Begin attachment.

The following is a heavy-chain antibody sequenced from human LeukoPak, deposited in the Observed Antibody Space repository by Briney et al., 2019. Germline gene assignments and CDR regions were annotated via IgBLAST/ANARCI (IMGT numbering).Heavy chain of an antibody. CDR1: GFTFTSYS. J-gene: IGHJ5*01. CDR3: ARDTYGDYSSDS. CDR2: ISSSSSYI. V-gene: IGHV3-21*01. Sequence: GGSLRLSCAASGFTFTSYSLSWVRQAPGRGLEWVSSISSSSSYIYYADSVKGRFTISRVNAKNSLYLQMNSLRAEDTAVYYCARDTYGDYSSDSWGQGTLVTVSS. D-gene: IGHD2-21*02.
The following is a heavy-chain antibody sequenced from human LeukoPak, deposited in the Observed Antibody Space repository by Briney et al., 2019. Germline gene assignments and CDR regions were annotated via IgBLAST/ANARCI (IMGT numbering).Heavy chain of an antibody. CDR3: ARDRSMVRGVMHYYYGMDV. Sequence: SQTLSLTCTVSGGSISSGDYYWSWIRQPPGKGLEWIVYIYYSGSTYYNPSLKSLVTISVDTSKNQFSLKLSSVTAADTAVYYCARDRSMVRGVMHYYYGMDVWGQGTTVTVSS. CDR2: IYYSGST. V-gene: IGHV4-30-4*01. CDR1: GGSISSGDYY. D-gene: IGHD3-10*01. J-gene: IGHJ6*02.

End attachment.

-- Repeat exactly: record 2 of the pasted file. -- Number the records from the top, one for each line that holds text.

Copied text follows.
The following is a heavy-chain antibody sequenced from human LeukoPak, deposited in the Observed Antibody Space repository by Briney et al., 2019. Germline gene assignments and CDR regions were annotated via IgBLAST/ANARCI (IMGT numbering).Heavy chain of an antibody. CDR3: ARDRSMVRGVMHYYYGMDV. Sequence: SQTLSLTCTVSGGSISSGDYYWSWIRQPPGKGLEWIVYIYYSGSTYYNPSLKSLVTISVDTSKNQFSLKLSSVTAADTAVYYCARDRSMVRGVMHYYYGMDVWGQGTTVTVSS. CDR2: IYYSGST. V-gene: IGHV4-30-4*01. CDR1: GGSISSGDYY. D-gene: IGHD3-10*01. J-gene: IGHJ6*02.